October 17, 2018 – Never-before seen ancient graffiti suggests the famous eruption of Mount Vesuvius, which buried the Roman city of Pompeii in AD74, took place two months later than previously thought. The charcoal daub by a builder records “I had a great meal” and is dated mid-October, weeks after the town was supposedly smothered in ash.
It has taken nearly 2,000 years, but long-lost graffiti scrawled on a wall has helped to put the record straight about one of the world’s most devastating natural disasters.
Historians have long claimed that Mount Vesuvius erupted on August 24, AD79, covering Pompeii with burning ash. The graffiti found in a recently excavated house, however, is dated to mid-October, almost two months after the Roman city and many of its citizens were thought destroyed, backing suspicions that the eruption in fact occurred on October 24.
“This is an extraordinary find which finally allows us to date, with confidence, the eruption,” said Massimo Osanna, the director of the site.
The charcoal inscription, which references someone overindulging in food, is dated 16 days before the “calends” of November in the old Roman calendar style — or Oct. 17. While there’s no year to go along with the graffiti, archaeologists believe both the nature of the scrawl and the renovations in the home where it was discovered all line up with 79 A.D.
“The inscription appears in a room of the house which was undergoing refurbishment, while the rest of the rooms had already been completed; works must therefore have been ongoing at the time of the eruption,” the team wrote in a statement. “Furthermore, since it was done in fragile and evanescent charcoal, which could not have been able to last long, it is highly probable that it can be dated to the October of AD 79.”
They believe that one week later, on Oct. 24, Mount Vesuvius erupted — entombing the city in ash and mud and claiming the lives of an estimated 2,000 citizens.
In the intervening 1,939 years since Pompeii’s destruction, the only solid eyewitness evidence to have survived came from the Roman author Pliny the Younger. In a letter written to the historian Tacitus some 25 years after the event had happened, Pliny described the nightmarish scene he observed while standing on a bay opposite Pompeii. He wrote:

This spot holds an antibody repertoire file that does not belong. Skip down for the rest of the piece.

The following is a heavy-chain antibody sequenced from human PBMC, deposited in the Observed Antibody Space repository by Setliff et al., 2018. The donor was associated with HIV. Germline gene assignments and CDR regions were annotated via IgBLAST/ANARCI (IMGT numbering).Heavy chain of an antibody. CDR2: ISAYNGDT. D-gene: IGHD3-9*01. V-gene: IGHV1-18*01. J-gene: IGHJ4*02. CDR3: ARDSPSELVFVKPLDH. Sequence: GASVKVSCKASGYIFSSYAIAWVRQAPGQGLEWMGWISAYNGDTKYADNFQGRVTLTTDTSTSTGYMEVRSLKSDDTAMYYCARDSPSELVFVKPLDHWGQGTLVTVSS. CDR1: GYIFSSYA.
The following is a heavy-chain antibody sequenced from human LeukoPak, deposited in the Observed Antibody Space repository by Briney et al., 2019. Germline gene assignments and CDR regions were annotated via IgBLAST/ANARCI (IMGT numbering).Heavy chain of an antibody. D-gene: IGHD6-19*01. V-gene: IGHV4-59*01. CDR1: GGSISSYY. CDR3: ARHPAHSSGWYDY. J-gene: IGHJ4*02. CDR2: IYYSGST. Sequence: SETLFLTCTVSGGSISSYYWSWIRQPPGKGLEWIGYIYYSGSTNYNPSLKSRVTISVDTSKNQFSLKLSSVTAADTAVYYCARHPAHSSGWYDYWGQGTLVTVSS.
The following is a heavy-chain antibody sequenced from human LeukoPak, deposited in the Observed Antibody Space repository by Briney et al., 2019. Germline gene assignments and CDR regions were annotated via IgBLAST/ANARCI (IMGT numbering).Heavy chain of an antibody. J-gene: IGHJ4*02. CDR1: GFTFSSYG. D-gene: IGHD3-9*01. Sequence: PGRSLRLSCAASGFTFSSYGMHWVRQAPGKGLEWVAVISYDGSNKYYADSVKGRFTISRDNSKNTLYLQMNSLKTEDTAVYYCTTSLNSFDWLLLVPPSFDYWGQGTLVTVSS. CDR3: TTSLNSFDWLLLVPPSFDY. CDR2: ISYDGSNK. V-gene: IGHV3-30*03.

You could hear the shrieks of women, the wailing of infants, and the shouting of men; some were calling their parents, others their children or their wives, trying to recognize them by their voices. People bewailed their own fate or that of their relatives, and there were some who prayed for death in their terror of dying. Many besought the aid of the gods, but still more imagined there were no gods left, and that the universe was plunged into eternal darkness for evermore.
Pliny’s recollection that the eruption occurred on Aug. 24 was long held as historical canon for centuries. It wasn’t until archaeologists began meticulously removing the layers of ash and mud that had preserved Pompeii that they started to suspect otherwise. Hints pointing to a later date included carbonized remains of autumnal crops such as chestnuts, walnuts, pomegranates, and olives, as well the discovery of heating braziers indoors rather than in courtyards for summer functions.
Perhaps most telling of all, plaster casts of Roman citizens who perished in the pyroclastic blast that swept the city showed evidence of heavy wool clothing more appropriate for fall than late summer. The discovery of the graffiti only further bolsters the October suspicions.
“Today, with much humility, perhaps we will rewrite the history books because we date the eruption to the second half of October,” Italy’s Minister of Culture Alberto Bonisoli told reporters.
The new section of Pompeii currently undergoing excavation has given archaeologists’s plenty of surprises over the last several months. Called “Regio V,” the site has yielded magnificent frescoes, preserved remnants of pubs, shops, and former gardens, and even a the remains of a man seemingly crushed by a giant boulder.
Earlier this month, researchers found a 16-by-12-foot shrine room containing an altar, a garden, and a small pool. The Italian media dubbed it “the Enchanted Garden,” and based on the stunning artwork uncovered of serpents, peacocks, and other natural scenes, it’s easy to see why.
“Every house had a lararium of some kind,” Ingrid Rowland, a professor at the University of Notre Dame and the author of “From Pompeii: The Afterlife of a Roman Town,” told The New York Times. “But only the wealthiest people could have afforded a lararium inside a special chamber with a raised pool and sumptuous decorations.”
With nearly one-third of the city still buried under ash and mud, Pompeii will likely continue to amaze with new discoveries about Roman life for generations to come.